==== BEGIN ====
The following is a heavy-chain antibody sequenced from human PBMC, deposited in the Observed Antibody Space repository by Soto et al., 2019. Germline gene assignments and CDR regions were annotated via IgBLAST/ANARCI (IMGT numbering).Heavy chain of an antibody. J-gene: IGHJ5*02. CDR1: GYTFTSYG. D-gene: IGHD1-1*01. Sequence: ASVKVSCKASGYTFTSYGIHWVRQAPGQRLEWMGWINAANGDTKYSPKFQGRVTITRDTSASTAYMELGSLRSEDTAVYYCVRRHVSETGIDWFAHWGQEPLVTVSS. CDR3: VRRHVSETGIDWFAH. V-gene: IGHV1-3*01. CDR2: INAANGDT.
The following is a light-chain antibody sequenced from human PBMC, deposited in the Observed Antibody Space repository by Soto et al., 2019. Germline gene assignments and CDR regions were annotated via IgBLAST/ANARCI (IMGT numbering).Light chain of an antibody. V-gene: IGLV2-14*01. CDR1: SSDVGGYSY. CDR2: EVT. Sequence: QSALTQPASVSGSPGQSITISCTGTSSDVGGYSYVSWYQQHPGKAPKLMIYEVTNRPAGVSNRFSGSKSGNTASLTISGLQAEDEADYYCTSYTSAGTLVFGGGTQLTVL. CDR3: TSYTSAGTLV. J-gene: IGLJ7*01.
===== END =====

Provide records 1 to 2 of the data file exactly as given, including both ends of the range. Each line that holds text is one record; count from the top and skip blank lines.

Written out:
The following is a heavy-chain antibody sequenced from human PBMC, deposited in the Observed Antibody Space repository by Soto et al., 2019. Germline gene assignments and CDR regions were annotated via IgBLAST/ANARCI (IMGT numbering).Heavy chain of an antibody. J-gene: IGHJ5*02. CDR1: GYTFTSYG. D-gene: IGHD1-1*01. Sequence: ASVKVSCKASGYTFTSYGIHWVRQAPGQRLEWMGWINAANGDTKYSPKFQGRVTITRDTSASTAYMELGSLRSEDTAVYYCVRRHVSETGIDWFAHWGQEPLVTVSS. CDR3: VRRHVSETGIDWFAH. V-gene: IGHV1-3*01. CDR2: INAANGDT.
The following is a light-chain antibody sequenced from human PBMC, deposited in the Observed Antibody Space repository by Soto et al., 2019. Germline gene assignments and CDR regions were annotated via IgBLAST/ANARCI (IMGT numbering).Light chain of an antibody. V-gene: IGLV2-14*01. CDR1: SSDVGGYSY. CDR2: EVT. Sequence: QSALTQPASVSGSPGQSITISCTGTSSDVGGYSYVSWYQQHPGKAPKLMIYEVTNRPAGVSNRFSGSKSGNTASLTISGLQAEDEADYYCTSYTSAGTLVFGGGTQLTVL. CDR3: TSYTSAGTLV. J-gene: IGLJ7*01.